I'm not sure how I can label the Visayan Sea so that it doesn't overlay land, given the archipelagic nature of the region!
Posted 10 December 2008 - 11:26 AM
All I publish in is scientific journals, with the exception of a few collegiate-level geomorphology books for Spring and Wiley. Many times the subjects are primarily aquatic.
I wouldn't make the water a 'dark' gray (something like 25-35% black). Keep in mind your map is there to help clarify your text. If you're lucky, most people will spend <10 seconds looking at the map, and you want them to comprehend as much info as possible. That is why there are standards based on human perception studies. As with any human studies, these are not laws, which allows you to deviate from the standard if you want. However, you run the risk of slowing your percepient down, and having them spend the time orienting themselves rather then focusing on the primary purpose of your map, the data.
The goal of my maps is to simplify, I'll spend hours trying to figure out how I can remove something. For the hard science I let my text talk, or create a table that people can refer to if they want.
With that being said, your map is publishable as is, and it is better then a majority that I see in the scientific field. Good luck,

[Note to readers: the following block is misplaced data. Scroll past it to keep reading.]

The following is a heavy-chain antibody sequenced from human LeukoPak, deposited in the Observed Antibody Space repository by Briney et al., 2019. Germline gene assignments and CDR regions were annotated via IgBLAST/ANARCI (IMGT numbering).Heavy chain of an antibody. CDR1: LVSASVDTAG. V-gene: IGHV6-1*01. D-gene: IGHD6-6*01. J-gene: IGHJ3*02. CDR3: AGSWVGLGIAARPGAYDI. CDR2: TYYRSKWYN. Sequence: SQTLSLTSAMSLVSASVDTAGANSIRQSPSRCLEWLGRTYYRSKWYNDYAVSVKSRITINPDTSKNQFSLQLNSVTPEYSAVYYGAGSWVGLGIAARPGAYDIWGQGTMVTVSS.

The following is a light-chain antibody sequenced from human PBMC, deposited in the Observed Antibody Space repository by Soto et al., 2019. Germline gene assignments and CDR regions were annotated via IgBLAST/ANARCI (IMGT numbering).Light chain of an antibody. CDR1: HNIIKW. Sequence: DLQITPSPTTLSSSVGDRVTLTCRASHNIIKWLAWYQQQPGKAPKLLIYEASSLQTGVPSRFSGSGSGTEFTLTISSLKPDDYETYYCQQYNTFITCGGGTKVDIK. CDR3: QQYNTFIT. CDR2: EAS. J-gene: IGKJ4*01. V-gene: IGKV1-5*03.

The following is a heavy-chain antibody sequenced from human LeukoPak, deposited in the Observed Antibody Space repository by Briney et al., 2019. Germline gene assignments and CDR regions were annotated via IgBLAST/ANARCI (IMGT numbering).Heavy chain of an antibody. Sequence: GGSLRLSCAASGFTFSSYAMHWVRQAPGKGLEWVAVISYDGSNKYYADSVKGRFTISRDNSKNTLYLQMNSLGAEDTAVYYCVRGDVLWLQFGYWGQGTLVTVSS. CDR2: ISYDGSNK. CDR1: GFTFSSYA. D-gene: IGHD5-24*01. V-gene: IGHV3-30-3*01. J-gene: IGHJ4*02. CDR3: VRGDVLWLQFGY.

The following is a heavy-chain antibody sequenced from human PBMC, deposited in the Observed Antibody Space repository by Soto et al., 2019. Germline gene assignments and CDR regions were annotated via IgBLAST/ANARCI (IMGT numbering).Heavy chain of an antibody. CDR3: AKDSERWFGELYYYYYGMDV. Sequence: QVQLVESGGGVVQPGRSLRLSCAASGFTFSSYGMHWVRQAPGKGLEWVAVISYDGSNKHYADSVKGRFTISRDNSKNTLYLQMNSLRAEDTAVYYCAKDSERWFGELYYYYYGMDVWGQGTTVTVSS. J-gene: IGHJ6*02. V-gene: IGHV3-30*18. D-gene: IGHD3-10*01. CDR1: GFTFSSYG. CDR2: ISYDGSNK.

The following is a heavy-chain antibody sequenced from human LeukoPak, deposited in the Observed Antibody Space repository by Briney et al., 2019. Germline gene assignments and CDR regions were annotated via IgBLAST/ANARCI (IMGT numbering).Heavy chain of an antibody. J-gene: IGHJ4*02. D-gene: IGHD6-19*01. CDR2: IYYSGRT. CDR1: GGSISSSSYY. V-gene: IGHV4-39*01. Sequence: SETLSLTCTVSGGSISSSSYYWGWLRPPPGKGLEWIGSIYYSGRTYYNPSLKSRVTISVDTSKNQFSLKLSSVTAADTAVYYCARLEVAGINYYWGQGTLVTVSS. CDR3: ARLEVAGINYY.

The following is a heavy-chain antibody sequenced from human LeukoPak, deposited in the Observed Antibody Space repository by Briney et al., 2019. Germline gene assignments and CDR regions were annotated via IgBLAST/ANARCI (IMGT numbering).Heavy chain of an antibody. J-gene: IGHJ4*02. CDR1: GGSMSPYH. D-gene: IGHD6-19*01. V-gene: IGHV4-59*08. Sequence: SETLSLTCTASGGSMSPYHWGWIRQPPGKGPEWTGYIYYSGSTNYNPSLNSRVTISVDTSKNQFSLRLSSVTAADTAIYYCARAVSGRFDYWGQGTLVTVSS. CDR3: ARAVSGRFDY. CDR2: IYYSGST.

Posted 11 December 2008 - 11:01 PM
I appreciate your point about perceptions of land and sea. I think I have been staring at a map of the Philippines for so long I take for granted that I immediately understand which is which, and it is quite a complex coastline! I have tried various different colour schemes, as you can see below. I agree that it is probably clearest when the sea is dark and the land is white. However, I don't think that the journal I want to submit to would print the map with those colours... to me it looks 'dark' and is certainly ink heavy, and doesn't appear to fit the visual style of the journal, which they are quite particular about. Having looked through past issues, I couldn't find any examples of maps with such a great shaded area. In most marine maps the land is dark and the sea left white. As you point out, for several of these it took me a few seconds to 'see' the land / sea shapes.